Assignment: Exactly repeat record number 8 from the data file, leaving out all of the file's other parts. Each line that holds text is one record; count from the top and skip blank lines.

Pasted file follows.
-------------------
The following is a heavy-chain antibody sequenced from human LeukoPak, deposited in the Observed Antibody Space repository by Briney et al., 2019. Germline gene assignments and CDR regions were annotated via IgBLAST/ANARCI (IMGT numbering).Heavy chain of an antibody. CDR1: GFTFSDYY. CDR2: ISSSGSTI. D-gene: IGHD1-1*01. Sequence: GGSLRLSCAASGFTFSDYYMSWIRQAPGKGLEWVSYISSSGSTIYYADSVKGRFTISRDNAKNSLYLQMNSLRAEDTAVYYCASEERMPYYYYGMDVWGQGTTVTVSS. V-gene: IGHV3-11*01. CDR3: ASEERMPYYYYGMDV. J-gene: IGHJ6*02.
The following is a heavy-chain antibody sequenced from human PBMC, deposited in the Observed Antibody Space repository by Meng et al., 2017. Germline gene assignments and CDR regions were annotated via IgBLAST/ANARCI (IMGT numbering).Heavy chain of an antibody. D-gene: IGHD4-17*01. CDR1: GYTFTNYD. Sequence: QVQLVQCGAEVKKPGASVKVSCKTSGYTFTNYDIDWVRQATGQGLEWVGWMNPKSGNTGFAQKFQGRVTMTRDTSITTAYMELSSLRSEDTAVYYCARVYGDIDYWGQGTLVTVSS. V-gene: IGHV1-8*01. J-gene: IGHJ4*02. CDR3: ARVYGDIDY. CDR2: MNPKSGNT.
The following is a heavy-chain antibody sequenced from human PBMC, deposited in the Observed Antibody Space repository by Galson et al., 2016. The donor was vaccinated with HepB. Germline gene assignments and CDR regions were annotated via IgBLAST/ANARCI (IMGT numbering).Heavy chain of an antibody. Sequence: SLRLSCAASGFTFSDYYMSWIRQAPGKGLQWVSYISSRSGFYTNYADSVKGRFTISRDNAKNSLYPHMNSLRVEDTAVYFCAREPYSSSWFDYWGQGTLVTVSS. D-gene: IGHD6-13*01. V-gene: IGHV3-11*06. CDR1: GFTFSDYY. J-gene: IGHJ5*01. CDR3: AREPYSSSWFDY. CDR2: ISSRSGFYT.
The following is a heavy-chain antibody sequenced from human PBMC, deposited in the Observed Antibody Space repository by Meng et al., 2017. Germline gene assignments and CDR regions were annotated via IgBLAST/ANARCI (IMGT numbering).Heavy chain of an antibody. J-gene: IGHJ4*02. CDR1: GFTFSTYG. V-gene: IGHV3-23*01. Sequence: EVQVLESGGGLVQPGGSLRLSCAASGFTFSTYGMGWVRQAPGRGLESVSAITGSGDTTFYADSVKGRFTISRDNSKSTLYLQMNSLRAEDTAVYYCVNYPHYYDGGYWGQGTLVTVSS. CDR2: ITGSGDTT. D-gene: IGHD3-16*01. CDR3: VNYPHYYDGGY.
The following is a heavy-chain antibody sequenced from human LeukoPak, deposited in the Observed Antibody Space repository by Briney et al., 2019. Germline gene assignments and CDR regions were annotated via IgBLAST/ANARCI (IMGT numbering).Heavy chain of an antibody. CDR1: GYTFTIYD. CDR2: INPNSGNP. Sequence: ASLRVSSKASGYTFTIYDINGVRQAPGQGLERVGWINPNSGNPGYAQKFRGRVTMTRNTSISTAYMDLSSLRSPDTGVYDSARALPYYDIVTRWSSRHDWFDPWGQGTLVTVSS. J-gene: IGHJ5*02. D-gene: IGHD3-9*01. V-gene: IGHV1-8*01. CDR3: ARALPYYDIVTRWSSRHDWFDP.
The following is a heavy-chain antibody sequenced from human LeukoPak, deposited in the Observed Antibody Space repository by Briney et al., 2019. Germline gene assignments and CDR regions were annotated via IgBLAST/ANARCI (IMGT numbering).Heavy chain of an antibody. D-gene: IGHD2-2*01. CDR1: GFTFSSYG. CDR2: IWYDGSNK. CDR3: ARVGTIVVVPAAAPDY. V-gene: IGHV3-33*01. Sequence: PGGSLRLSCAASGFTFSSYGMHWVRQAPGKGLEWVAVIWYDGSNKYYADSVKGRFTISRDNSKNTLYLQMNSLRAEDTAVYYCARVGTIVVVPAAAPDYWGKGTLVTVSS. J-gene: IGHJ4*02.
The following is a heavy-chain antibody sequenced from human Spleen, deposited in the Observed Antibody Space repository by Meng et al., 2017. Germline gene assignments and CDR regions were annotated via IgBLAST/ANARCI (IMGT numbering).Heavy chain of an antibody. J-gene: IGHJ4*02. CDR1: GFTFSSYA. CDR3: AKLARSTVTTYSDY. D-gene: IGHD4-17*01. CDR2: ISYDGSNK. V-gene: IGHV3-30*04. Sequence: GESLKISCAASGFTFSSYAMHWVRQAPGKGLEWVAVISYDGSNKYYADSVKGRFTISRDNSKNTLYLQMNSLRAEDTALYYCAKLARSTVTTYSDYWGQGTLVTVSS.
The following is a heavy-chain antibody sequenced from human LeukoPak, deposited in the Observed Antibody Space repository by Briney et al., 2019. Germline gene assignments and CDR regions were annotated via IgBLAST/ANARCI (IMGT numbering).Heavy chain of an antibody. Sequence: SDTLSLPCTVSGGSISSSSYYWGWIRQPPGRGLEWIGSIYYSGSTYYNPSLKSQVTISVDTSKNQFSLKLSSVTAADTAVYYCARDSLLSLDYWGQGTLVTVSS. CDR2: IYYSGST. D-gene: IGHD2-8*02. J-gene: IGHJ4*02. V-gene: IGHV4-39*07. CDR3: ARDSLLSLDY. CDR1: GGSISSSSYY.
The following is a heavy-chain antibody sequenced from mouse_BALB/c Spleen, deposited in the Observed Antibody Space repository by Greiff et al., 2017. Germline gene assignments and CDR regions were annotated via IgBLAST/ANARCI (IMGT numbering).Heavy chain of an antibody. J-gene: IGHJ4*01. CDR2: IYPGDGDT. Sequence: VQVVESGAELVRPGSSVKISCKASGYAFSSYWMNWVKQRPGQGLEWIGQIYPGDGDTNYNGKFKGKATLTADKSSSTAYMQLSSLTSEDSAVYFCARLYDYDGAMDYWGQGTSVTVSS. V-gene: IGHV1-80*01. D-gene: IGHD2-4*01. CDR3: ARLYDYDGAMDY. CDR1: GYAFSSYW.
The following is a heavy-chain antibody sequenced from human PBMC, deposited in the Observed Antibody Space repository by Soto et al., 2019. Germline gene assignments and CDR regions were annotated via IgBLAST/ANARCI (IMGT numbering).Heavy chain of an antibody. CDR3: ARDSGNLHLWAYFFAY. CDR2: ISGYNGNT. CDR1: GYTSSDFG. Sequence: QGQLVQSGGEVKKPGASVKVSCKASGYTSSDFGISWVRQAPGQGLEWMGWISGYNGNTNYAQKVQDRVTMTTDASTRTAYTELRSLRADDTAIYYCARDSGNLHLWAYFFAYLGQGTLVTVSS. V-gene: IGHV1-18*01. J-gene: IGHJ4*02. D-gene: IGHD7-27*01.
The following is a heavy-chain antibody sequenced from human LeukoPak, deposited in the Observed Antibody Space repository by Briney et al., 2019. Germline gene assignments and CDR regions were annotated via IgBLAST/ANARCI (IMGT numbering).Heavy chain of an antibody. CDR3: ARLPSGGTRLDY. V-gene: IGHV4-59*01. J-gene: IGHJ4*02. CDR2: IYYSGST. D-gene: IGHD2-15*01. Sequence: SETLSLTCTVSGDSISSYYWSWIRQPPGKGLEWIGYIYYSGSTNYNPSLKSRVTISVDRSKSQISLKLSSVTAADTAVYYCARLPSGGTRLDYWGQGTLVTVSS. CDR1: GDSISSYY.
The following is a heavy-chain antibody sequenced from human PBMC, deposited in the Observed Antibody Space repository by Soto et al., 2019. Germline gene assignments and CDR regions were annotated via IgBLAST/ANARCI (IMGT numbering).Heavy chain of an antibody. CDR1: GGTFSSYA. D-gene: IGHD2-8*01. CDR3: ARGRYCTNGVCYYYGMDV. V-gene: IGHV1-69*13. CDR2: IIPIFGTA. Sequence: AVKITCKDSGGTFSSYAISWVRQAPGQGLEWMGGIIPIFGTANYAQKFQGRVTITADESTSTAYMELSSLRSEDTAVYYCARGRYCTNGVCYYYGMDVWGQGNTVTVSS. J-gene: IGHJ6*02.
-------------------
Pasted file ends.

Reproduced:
The following is a heavy-chain antibody sequenced from human LeukoPak, deposited in the Observed Antibody Space repository by Briney et al., 2019. Germline gene assignments and CDR regions were annotated via IgBLAST/ANARCI (IMGT numbering).Heavy chain of an antibody. Sequence: SDTLSLPCTVSGGSISSSSYYWGWIRQPPGRGLEWIGSIYYSGSTYYNPSLKSQVTISVDTSKNQFSLKLSSVTAADTAVYYCARDSLLSLDYWGQGTLVTVSS. CDR2: IYYSGST. D-gene: IGHD2-8*02. J-gene: IGHJ4*02. V-gene: IGHV4-39*07. CDR3: ARDSLLSLDY. CDR1: GGSISSSSYY.